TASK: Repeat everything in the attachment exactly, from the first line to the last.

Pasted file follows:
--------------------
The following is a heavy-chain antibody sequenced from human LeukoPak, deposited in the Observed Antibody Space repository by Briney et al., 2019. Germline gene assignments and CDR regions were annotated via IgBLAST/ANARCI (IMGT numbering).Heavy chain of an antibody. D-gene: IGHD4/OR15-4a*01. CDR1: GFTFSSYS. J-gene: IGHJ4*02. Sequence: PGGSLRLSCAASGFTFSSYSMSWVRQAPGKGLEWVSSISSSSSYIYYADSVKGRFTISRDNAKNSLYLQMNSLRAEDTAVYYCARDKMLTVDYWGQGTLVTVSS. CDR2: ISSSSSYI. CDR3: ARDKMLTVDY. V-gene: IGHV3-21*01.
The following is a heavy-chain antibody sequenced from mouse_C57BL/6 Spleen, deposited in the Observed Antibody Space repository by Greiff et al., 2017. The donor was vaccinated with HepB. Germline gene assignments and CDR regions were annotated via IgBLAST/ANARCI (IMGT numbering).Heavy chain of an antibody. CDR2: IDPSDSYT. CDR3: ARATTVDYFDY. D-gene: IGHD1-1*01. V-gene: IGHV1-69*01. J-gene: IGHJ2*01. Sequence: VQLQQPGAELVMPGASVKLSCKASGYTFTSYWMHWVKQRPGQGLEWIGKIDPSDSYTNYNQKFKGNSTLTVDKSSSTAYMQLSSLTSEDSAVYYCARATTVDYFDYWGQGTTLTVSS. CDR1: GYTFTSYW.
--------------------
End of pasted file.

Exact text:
The following is a heavy-chain antibody sequenced from human LeukoPak, deposited in the Observed Antibody Space repository by Briney et al., 2019. Germline gene assignments and CDR regions were annotated via IgBLAST/ANARCI (IMGT numbering).Heavy chain of an antibody. D-gene: IGHD4/OR15-4a*01. CDR1: GFTFSSYS. J-gene: IGHJ4*02. Sequence: PGGSLRLSCAASGFTFSSYSMSWVRQAPGKGLEWVSSISSSSSYIYYADSVKGRFTISRDNAKNSLYLQMNSLRAEDTAVYYCARDKMLTVDYWGQGTLVTVSS. CDR2: ISSSSSYI. CDR3: ARDKMLTVDY. V-gene: IGHV3-21*01.
The following is a heavy-chain antibody sequenced from mouse_C57BL/6 Spleen, deposited in the Observed Antibody Space repository by Greiff et al., 2017. The donor was vaccinated with HepB. Germline gene assignments and CDR regions were annotated via IgBLAST/ANARCI (IMGT numbering).Heavy chain of an antibody. CDR2: IDPSDSYT. CDR3: ARATTVDYFDY. D-gene: IGHD1-1*01. V-gene: IGHV1-69*01. J-gene: IGHJ2*01. Sequence: VQLQQPGAELVMPGASVKLSCKASGYTFTSYWMHWVKQRPGQGLEWIGKIDPSDSYTNYNQKFKGNSTLTVDKSSSTAYMQLSSLTSEDSAVYYCARATTVDYFDYWGQGTTLTVSS. CDR1: GYTFTSYW.